Conjunctivitis

Disease Name

Conjunctivitis, “pink eye”, “red eye”. These terms are non-specific and can indicate any cause of conjunctival inflammation. The most common causes are bacterial, viral and allergic.

Definition

Conjunctival inflammation caused by a variety of causes. 

Symptoms

Ocular redness, foreign body sensation, watery discharge (more likely viral or allergic), mucoid or purulent discharge (more likely bacterial), itching (more likely allergic) Bacterial conjunctivitis is often but not always in one eye. Viral conjunctivitis usually begins in one eye and usually goes to the other eye within few days. Allergic conjunctivitis usually involves both eyes.

Causes

The most common causes are bacterial, viral and allergic.

Risk Factors

Viral: Viral illness, contact with someone with a viral illness or a red eye.

Allergic: Systemic allergies, new facial cream, certain eye drops.

Complications

Conjunctivitis can rarely cause a corneal abrasion, conjunctival and/or corneal scarring and decreased vision.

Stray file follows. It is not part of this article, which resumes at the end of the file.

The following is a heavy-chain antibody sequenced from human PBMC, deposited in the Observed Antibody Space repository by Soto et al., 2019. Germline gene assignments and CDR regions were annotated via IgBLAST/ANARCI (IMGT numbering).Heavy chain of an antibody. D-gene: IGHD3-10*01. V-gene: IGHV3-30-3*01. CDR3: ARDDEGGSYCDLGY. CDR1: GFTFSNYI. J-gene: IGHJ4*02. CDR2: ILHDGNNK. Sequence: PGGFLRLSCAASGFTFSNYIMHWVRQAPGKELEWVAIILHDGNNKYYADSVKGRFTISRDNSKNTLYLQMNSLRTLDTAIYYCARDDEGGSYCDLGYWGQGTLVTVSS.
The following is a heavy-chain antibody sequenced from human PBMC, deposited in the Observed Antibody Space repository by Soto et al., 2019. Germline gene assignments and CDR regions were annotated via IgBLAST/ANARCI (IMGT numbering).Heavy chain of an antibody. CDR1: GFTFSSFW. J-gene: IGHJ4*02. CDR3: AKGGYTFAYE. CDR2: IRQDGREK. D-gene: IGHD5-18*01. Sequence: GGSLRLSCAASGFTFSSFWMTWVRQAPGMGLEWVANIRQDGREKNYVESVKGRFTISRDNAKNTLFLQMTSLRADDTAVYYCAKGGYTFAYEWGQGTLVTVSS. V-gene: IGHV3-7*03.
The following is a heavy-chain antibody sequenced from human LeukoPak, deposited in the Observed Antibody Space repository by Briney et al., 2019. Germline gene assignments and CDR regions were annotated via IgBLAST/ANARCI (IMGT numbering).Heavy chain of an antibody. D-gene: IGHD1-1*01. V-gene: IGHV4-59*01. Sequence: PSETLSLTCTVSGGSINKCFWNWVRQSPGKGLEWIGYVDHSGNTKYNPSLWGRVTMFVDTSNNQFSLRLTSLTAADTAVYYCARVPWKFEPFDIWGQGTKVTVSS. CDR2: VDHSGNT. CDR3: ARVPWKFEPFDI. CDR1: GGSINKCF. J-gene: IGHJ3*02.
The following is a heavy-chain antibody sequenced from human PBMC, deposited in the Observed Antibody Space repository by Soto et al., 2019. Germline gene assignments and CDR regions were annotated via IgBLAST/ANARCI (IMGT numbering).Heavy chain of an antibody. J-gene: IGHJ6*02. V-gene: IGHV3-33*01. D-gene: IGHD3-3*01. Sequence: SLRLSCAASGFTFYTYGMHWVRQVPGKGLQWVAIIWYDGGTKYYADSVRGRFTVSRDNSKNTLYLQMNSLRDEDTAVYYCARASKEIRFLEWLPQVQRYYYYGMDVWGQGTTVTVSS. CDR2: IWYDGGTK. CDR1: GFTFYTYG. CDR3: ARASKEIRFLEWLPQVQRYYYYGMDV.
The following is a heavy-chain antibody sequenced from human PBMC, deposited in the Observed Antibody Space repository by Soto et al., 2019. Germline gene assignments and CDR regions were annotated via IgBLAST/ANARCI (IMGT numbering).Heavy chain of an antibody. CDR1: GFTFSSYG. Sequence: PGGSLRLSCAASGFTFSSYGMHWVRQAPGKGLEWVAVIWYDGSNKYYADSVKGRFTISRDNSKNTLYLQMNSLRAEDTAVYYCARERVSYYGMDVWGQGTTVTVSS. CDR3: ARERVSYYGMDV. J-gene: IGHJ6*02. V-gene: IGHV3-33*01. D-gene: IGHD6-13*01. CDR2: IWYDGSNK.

Tests and Diagnosis

Bacterial: A conjunctival swab culture can be obtained and sent to the lab-the results can take a few days.

Viral: a rapid in-office test is available to test for adenovirus, the most common cause of viral conjunctivitis.

Treatment

Bacterial: Broad spectrum antibiotic drops or ointment.

Adenoviral: Artificial tears and cool compresses. Patients with adenoviral conjunctivitis should be cautioned that is extremely contagious and they should avoid close contact with others until the eyes are not longer red and tearing.

Allergic: Cooled artificial tears, anti-histamine/mast cell stabilizer drops.

Prevention

Bacterial and Viral: Frequent hand washing and not sharing towels, tissues with those with a red eye.